Prior to collaborating with Dieudonne, Jackie had been invited a few times to teach robotics in Uganda and South Africa. These opportunities did not meet her philosophy of teaching, which is to “not to become the expert in the room, but to work collaboratively with someone.” 

Soon after Jackie and Dieudonne met, the pandemic hit and remote learning opportunities allowed for the students from South Africa to be involved in collaborative robotics programs. They collaborated remotely for an entire season of robotics competitions. Remote work did have its challenges, Jackie explains, “the way that I typically work really requires a lot of hand-on teaching.” While the virtual environment made it difficult for students to focus, especially in Port Alfred where they often faced the challenge of unstable internet connections and recurring “load shedding”, the students held on and kept coming back for robotics opportunities. 

Things changed for the One Team Two Continents team when a grant from the U.S. Embassy's U.S. Mission to South Africa provided funding for students to travel between Chicago and Port Alfred. When applying for the grant, Jackie and Diedonne focused strongly on the fact that the kids from South Africa and Chicago would be working together as one team. Their project proposed to demonstrate the value of pluralism and social inclusion in a robotics environment. This allowed for the teens’ interest in robotics to be placed front and center while showing the value of pluralism and social inclusion through working together as a team. 

The exchange between the students in Chicago and the students in Port Alfred went both ways, with the Chicago students having an opportunity to visit South Africa in October of 2022.  Together the teammates built small robots and did exercises to develop capacity for  working cohesively as a team. 

In one meaningful team building exercise, students were able to explore principles and practices of successful collaboration through a soccer game where the rules were altered to reflect the FIRST ecosystem’s values of “coopertition” and “gracious professionalism.” “Coopertition” is the practice of competing cooperatively in which a person will help their competition because the better they both are, the more they can do. In the same vein of competitive compassion,“gracious professionalism” is the idea of competing to the best of one’s ability, but to do it with grace and kindness. These two values harmonize well with Jackie and Dieudonne’s goals of pluralism and social inclusion because they encourage each member of the team to assess one another compassionately so that they can cooperate and work to each members’ strengths.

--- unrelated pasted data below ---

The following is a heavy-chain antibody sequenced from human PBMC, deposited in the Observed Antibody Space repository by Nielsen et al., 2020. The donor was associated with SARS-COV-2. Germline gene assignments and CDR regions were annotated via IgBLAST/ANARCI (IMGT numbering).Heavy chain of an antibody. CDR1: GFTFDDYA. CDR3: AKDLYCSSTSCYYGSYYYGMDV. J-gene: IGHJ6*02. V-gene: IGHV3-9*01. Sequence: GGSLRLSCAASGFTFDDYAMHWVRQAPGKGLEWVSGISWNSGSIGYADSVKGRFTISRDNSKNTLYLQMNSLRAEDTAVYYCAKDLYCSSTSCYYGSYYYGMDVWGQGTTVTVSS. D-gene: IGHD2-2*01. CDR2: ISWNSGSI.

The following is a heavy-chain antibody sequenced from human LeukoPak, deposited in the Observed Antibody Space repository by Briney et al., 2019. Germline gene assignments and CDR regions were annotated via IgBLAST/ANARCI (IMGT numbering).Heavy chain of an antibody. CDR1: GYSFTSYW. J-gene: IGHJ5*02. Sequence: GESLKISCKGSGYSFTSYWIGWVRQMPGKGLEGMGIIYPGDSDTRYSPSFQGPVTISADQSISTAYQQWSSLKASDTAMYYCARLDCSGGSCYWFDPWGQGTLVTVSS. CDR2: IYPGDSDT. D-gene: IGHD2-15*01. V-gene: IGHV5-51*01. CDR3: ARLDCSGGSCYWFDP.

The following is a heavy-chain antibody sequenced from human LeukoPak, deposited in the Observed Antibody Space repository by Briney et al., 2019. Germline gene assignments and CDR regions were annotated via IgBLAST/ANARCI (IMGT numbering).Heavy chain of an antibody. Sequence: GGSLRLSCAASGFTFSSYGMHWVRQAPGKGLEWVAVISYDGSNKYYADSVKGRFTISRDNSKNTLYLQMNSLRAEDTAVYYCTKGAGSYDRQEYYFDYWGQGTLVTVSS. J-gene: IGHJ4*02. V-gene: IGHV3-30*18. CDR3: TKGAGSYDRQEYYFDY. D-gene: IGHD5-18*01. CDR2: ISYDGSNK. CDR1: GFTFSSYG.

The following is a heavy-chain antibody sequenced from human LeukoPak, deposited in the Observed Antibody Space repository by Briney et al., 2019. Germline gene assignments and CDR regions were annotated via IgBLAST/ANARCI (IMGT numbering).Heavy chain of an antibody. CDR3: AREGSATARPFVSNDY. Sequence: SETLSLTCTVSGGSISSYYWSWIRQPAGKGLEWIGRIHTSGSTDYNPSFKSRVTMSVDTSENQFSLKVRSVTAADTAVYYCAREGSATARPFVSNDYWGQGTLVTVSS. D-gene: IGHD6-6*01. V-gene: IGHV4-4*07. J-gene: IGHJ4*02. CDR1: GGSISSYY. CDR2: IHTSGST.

When the South African teens visited, they were taken on cultural tours of Chicago. These tours included all members of the team and many Chicago members visited places they had never visited. Students went to Little Village, Chinatown, and Robert Lindblom Math & Science Academy in West Englewood. Many of the South African students were surprised to see English as a secondary language in these neighborhoods, with the majority of signs being in Spanish in Little Village or Chinese in Chinatown. This encounter was particularly shocking to the adult South African on the trip who experienced apartheid, when assimilation to a dominant culture was expected. To see distinct Hispanic and Chinese cultural identities existing within a diverse society, and being celebrated by the community as a whole, was a new perspective and an example of the successes of cultural pluralism. 

The teens who made up the Chicago Knights were incredibly dedicated to their team’s success, not only traveling internationally to learn robotics, but also sacrificing time from school and extracurriculars. The Chicago students missed Thursday and Friday for the competition, and a week of school to travel to South Africa in October. Hannah was a Chicago student who was new to the team this year. She was not able to travel to South Africa, but she worked consistently before and after the South African team arrived. For the competition, she took a break from her extracurricular activity of playing squash, missing a tournament to meet for robotics. This dedication to robotics helped the team members form close bonds and collaborate with one another and appreciate the diversity of the team.